I mean that in the most constructive way possible!
You’re unlikely to recruit founders, raise money, gain traction, earn revenue, get acquired or go public. You’re very likely to fail.
To beat these odds, you need to be doing everything you can to find an edge, especially pre-funding or pre-revenue.
Here are 3 of the most common questions I disappointingly ask early stage startups:
1. You’re not full-time?
It’s insulting to ask an investor for money if you’re not full-time on your startup.
You need to be way beyond the one-foot-in stage before raising a round. If you don’t believe in the idea enough to go all-in, why should investors, customers or your team believe it?
Full-time is the bare minimum. Large companies are working 40 hours a week, with way more resources. How can you accomplish more each day than them? You need to work longer. You can’t expect balance in your life, especially when the team is small. You need complete obsession over work.
Assume there is competition working on the exact same idea. Even if you don’t know about them, imagine them. They are small startups, medium sized companies, and large enterprises. They are working relentlessly. They could launch faster. They could launch bigger. Let the threat drive you forward.
Work weekends, work evenings, pull all nighters. Obsess over it.
2. Where’s your demo?
You need a demo, and it needs to be amazing.
If you get feedback on that demo, consider it then implement it right away. Stay up all night and work on it. There should be at least two of you; the CEO demoing during the day and the CTO working all night to implement. Iterate, iterate, iterate, as fast as possible.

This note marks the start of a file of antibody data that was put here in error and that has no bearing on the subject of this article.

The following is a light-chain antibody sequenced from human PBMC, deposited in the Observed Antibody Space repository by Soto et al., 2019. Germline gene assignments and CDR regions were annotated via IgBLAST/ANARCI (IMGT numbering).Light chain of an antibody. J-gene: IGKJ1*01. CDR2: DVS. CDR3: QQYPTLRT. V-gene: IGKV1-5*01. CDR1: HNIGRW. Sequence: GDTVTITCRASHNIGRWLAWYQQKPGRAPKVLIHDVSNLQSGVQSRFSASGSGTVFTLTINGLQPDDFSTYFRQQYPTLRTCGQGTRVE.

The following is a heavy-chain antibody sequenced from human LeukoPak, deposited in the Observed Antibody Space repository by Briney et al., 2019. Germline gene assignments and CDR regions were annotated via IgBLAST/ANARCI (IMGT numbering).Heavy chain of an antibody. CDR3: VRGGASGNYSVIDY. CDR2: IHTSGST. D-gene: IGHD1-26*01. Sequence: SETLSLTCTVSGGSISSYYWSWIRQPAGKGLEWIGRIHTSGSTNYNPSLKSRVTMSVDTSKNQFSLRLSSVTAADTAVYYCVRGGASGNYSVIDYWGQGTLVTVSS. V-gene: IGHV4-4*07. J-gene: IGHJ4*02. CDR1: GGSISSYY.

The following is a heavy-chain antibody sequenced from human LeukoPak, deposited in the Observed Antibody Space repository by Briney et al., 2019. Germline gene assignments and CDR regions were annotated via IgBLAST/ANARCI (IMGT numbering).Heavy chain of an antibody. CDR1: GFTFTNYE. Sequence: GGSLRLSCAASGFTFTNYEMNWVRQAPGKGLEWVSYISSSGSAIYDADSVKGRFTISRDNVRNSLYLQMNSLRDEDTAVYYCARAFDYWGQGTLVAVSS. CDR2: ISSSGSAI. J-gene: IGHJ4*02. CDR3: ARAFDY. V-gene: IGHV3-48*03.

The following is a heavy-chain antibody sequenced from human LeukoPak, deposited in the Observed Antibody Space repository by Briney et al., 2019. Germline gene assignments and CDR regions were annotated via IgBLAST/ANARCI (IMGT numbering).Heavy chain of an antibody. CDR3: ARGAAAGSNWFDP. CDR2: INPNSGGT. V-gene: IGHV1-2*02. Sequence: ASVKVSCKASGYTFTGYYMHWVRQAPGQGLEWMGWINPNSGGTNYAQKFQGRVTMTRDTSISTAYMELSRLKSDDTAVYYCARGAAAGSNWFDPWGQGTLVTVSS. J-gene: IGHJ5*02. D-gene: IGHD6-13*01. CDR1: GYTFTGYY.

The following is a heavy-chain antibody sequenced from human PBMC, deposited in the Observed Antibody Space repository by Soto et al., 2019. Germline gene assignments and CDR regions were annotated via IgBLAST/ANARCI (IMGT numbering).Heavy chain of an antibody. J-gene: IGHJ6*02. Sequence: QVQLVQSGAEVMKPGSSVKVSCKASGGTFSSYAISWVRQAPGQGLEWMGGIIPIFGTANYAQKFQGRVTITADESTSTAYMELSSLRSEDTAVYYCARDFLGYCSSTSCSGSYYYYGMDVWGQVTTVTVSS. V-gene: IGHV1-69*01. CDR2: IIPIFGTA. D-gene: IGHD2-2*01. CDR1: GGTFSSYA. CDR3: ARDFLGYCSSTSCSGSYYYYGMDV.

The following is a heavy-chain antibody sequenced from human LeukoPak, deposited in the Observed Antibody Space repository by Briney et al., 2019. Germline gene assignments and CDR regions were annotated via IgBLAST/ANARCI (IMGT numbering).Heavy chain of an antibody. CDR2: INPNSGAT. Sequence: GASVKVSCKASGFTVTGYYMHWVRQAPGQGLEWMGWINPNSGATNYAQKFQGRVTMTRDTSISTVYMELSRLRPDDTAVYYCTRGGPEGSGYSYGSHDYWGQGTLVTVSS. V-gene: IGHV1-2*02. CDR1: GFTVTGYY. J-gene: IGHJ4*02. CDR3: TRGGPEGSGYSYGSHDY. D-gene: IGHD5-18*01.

The important thing here is momentum. You need serious momentum. You need an unstoppable train. Your momentum will attract your team, investors, and customers.
3. You have side projects?
Side projects will distract and kill your startup.
You should be working with obsessive focus on one idea and one idea only. Facebook was almost killed by Zuckerberg’s side project.
Side-projects are great for creativity. Many developers have side projects that they use to keep their skills sharp. Many companies have R&D labs or a percentage of hack time. Early stage startups are not the place for side projects.
Write all your ideas down, then get back to focus. Constantly consider priority. What is the most important thing you could be doing right now to move customer or investor relationships forward? Your entire company should be thinking this way.
You need every edge you can get
Your only edge is to find an edge everywhere. Long hours, momentum, focus.
It’s not sustainable, and that’s a good thing. If you can’t make it work then you fail fast. Pivot or fold and try again! If you CAN make it work you can hire enough people to bring back a healthy work-life balance.
Set goals for your team in short intervals. We will achieve X by Y date or we will [pivot, fold, etc].
Remember, beating the odds isn’t easy, but there are many ways to find an edge.